Re: Why Oracle does not allow rollback of DDL statements?

From: Serge Rielau <>
Date: Tue, 11 Nov 2008 06:34:27 -0500
Message-ID: <>

Noons wrote:
> On Nov 10, 11:06 pm, Serge Rielau <> wrote:

>> That's the first I hear about that. Can you point to any docs explaining
>> the behavior you imply? I'm also told that SQL Server (like DB2) has
>> transactional DDL. Even TRUNCATE table is transactional.

> Instead of reading marketing materials, try using the product.
Unfortunately my job forbids me to actually use other DBMS's (lawyers...). So I'm stuck with asking questions. :-)

> It is supposed to *be* there. However, it is so inconsistent as to
> make it essentially unusable.
> For example: Try to drop a table that is not there - a common example
> of a
> "oops" statement in an upgrade script. It produces an error, but does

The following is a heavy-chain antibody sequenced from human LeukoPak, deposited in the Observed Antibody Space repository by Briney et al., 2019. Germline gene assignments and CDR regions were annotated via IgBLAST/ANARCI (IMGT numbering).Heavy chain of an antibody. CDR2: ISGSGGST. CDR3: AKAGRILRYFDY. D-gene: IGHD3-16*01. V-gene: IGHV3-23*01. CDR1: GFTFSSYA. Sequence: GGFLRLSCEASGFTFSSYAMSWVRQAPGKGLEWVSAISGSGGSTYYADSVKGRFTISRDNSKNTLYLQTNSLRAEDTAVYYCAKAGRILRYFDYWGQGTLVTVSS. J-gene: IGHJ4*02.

> cause a rollback to take place or lock other scripts out.
Why would is cause a rollback? If you are doing DML (let's move to safer ground) and you are getting an error - say a check constraint violation - do you expect teh whole transaction to roll back? Typically I'd expect the statement to fail (statement atomicity) and then an exception handler can decide whether the problem as serious enough to fail the transaction or recover from it somehow.
That's what those WHENEVER exceptions are there fore.

> Now, try to select form an incorrect table name - another common
> example
> os a "oops" statement in an u[grade script. It produces an error, and
> put the transaction in a suspended state that is neither rollback nor
> commit:
> if you are running the script interactively, you then have to manually
> take a
> decision on which way it goes.

Interesting. In my world again the statement would fail (and roll back) but the transaction remains intact. An exception handler initiates rollback if desired.


Serge Rielau
DB2 Solutions Development
IBM Toronto Lab
Received on Tue Nov 11 2008 - 05:34:27 CST

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